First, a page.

https://ocbirds.com/?page_id=2600



Thanks to Maxine Reid and Nadine Drisseq for the kind assistance.



Anthony Gliozzo

Camano Island, WA






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Date: 12/8/18 4:17 pm
From: Lonnie Somer <mombiwheeler...>
Subject: [Tweeters] Heermaan's Gull flock at Kingston Ferry Terminal
Hi Tweeters,

I did some birding while waiting for the ferry to arrive at the Kingston
Terminal in Kitsap County. I was surprised to see a flock of 95 (or so)
Heermaan's Gulls roosting on the outer side of the marina jetty. My eBird
app didn't even provide this as a check list choice for this time of year.

Good birding,

Lonnie Somer
Seattle

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Date: 12/8/18 3:33 pm
From: Tom Mansfield <birds...>
Subject: [Tweeters] Duvall Prairie Falcon (PRFA)
As of the time of this post (Sat 12/8 3:30 pm) the PRFA is perched in a lone snag In the pasture east of 17949 W Snoqualmie River Rd NE. Thanks to Sam and Spencer for reporting this morning. Also 2 Short-eared Owl flapping around.

Tom Mansfield headed home

Sent from my iPhone
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Date: 12/8/18 1:13 pm
From: Hubbell <ldhubbell...>
Subject: [Tweeters] Union Bay Watch } Swans
Tweeters,

This week’s post covers a surprisingly small irritant to our wintering Trumpeter Swans.

https://unionbaywatch.blogspot.com/2018/12/swans.html <https://unionbaywatch.blogspot.com/2018/12/swans.html>

Have a great day on Union Bay…where nature lives in the city!

Larry Hubbell
<ldhubbell...>
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Date: 12/8/18 12:05 pm
From: Ellen Blackstone <ellenblackstone...>
Subject: [Tweeters] BirdNote, last week and the week of Dec. 9, 2018
Hello, Tweeters,

Last week on BirdNote:
* Some Birds Sing in the Winter
http://bit.ly/2BljuY4
* Daffy Duck, A Cartoon Original
http://bit.ly/2zyZK3R
* Social Challenges Favor Complex Bird Brains
http://bit.ly/2KvepBg
* Waxwing Nightlight
http://bit.ly/2PPAHmY
* Anniversary of Arctic National Wildlife Refuge
http://bit.ly/2zD6YBN
* No Pounding Headache
http://bit.ly/2RhqIDW
* Three Worldwide Raptors
http://bit.ly/2zpFdOM
-----------------------------------------------
Check out next week's stories:
Snow Geese... Too Much of a Good Thing? and more --
http://bit.ly/2PqdUcD
-------------------------
BirdNote is now in print. Check out BirdNote, the book:
https://www.birdnote.org/birdnote-book
-----------------------------------------------------------------
Did you have a favorite story this week? Please let us know.
mailto:<info...>
=========================
Sign up for the podcast: https://birdnote.org/get-podcasts-rss
Find us on Facebook. https://www.facebook.com/birdnoteradio?ref=ts
... or follow us on Twitter. https://twitter.com/birdnoteradio
or Instagram: https://www.instagram.com/birdnoteradio/
Listen on Stitcher: https://www.stitcher.com/podcast/birdnote
========================
You can listen to the mp3, see photos, and read the transcript for a show, plus sign up for weekly mail or the podcast and find related resources on the website. https://www.birdnote.org
You'll find 1500+ episodes and more than 1000 videos in the archive.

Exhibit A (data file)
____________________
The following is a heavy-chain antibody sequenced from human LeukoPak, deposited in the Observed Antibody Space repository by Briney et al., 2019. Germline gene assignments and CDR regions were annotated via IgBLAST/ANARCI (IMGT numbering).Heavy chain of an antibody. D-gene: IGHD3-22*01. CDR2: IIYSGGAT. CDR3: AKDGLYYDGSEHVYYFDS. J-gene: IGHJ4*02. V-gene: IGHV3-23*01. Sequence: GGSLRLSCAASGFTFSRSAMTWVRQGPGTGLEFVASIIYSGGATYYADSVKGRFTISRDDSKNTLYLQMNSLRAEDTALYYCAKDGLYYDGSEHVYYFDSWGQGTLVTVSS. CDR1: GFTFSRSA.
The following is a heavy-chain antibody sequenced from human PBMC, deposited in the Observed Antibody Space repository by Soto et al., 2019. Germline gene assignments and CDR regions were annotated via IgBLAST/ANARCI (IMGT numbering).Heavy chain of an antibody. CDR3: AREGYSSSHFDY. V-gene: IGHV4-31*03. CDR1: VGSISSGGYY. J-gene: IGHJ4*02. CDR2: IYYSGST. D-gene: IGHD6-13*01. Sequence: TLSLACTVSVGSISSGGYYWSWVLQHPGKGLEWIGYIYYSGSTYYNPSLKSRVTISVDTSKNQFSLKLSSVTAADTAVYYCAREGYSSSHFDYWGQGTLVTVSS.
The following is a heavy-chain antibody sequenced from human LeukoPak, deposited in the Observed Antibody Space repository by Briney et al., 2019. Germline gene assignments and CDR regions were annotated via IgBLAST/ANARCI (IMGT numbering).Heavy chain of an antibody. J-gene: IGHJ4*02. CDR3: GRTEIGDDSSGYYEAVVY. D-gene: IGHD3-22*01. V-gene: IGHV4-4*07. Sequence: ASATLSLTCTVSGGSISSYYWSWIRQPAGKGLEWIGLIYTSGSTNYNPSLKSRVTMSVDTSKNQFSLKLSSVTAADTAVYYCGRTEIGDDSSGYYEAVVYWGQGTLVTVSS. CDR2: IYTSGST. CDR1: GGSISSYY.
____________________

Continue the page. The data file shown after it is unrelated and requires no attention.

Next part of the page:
Thanks for listening,
Ellen Blackstone, BirdNote
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Date: 12/8/18 9:53 am
From: Samuel Terry <samgterry...>
Subject: [Tweeters] Duvall Prairie Falcon
Hi tweeters,

Matt Dufort, Spencer Hildie and I just found a Prarie Falcon on West
Snoqualmie River Rd NE in Duvall. We first saw it by the big bend in the
road north of the slaughter house and lost it when it flew off to the
southwest.

Good birding,

Sam Terry
Seattle

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Date: 12/8/18 6:42 am
From: STEVEN ELLIS <sremse...>
Subject: [Tweeters] O.T. ARF Wrapup
My Amphibian, Reptile & Fish Big Year is necessarily over since the herps have gone to cover and the fish have mostly pulled into deep water. Here are the results:

Amphibians: 14

Reptiles: 10

Fish: 31 (None caught on hook and line but I did use a dip net)

55 was the final total- not great but not too bad for someone who works full time. Since there's no record of another ARF Big Year, I assume I hold the state, national, international and galactic records for now. I also added 206 birds and 34 mammals for a total of 295 vertebrates during this dress rehearsal for a Vertebrate Big Year (VBY) I hope to do in 2021.


Some thoughts

*There are 9.7 gazillion Shiner Perch in Western Washington in late summer. They are easily the most numerous native vertebrate in the area.

* Fish are delightfully difficult to identify. Peeps and flycatchers are quite easy compared to fish. You get funny looks from people when they see you using binoculars to stare into the water.

*Favorites: Any salamander ( 6 plus 1 newt); Tailed Frog; Tube Snout (fish)

*Biggest misses: Cascade Frog ( poor time management on my part plus smoke from wildfires kept me from going the one weekend I set aside for a visit to Mt. Rainier- not good for my asthma)

Western Fence Lizard-I wandered around a Mason County clearcut for a couple of hours and did see movement but couldn't say for sure I'd seen a lizard. I also missed the North Cascades Institute snake weekend due to vehicle trouble.

Any sucker species- I was amazed the Sate Fish & Wildlife people couldn't say where and when suckers spawn.



Thanks for everyone who contributed suggestions on where, when and how to see these delighful creatures! A list can be sent to anyone who requests it. I'll be back in a couple of years to beg & wheedle for info to help with my VBY(I'm also considering a Tree Big Year in the future).

Steve Ellis

<sremse...> mailto:<sremse...>

Coupeville, Wa (Whidbey island)
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Date: 12/8/18 6:25 am
From: heidi narte <heidi...>